“It has become such a normal occurrence to have arms extended to the middle of the aisle, blocking the bride’s processional that I have had to change the way I photograph this portion of the ceremony to avoid having the bride’s face blocked by these devices,” Wyar said. “The angle of choice, down lower, isn’t as flattering but beats totally losing that photograph.
“The absolute worst incident I have encountered was a guest stepping directly in front of the groom during the bride’s processional, where he did not even see his bride walk down the aisle. … Luckily, all of my couples do a first look three hours prior to the ceremony so the groom wasn’t seeing his bride for the first time. Nonetheless, this is still an emotional moment and he didn’t get to experience it.”
Wyar was one of several local photographers who said a recent blog post by North Canton-based wedding photographer Corey Ann Balazowich of Corey Ann Photography resonated with them.
Balazowich’s post, titled “Why You Should Have an Unplugged Wedding,” garnered hundreds of shares and a lot of attention, including an interview with The New York Times.
In her post, Balazowich shared numerous wedding photos inadvertently ruined by a guest stepping in front of a couple’s first kiss, a couple washed out by or in shadows thrown by a guest’s camera flash or a red focusing dot on a bride’s dress from a guest camera.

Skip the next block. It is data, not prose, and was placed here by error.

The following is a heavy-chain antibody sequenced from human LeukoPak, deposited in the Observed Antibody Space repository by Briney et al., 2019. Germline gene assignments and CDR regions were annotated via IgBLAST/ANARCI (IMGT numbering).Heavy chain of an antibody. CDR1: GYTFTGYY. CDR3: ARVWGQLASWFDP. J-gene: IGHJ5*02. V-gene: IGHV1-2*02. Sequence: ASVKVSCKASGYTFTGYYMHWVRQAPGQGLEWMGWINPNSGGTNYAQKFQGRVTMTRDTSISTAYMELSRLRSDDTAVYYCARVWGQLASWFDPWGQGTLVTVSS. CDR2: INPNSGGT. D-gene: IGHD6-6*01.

Flashes can also cause the wedding party to blink in the pro photos, added Julie Paszczykowski of JP Photography. And guests trying to take photos during formal portraits cause wandering eyes, as subjects aren’t sure which camera to look at.
In her post, Balazowich also noted another potential downside of guest photography.
“I can’t tell you how many ‘first looks’ have inadvertently happened online before the wedding because a bridesmaid or groomsman has uploaded pictures to social media before the wedding and a bride and/or groom who were killing time by browsing Facebook saw their future intended before the ceremony,” Balazowich said.
Other couples opt for “plugged-in” weddings, encouraging guests to take and share photos to social media sites under a personalized hashtag.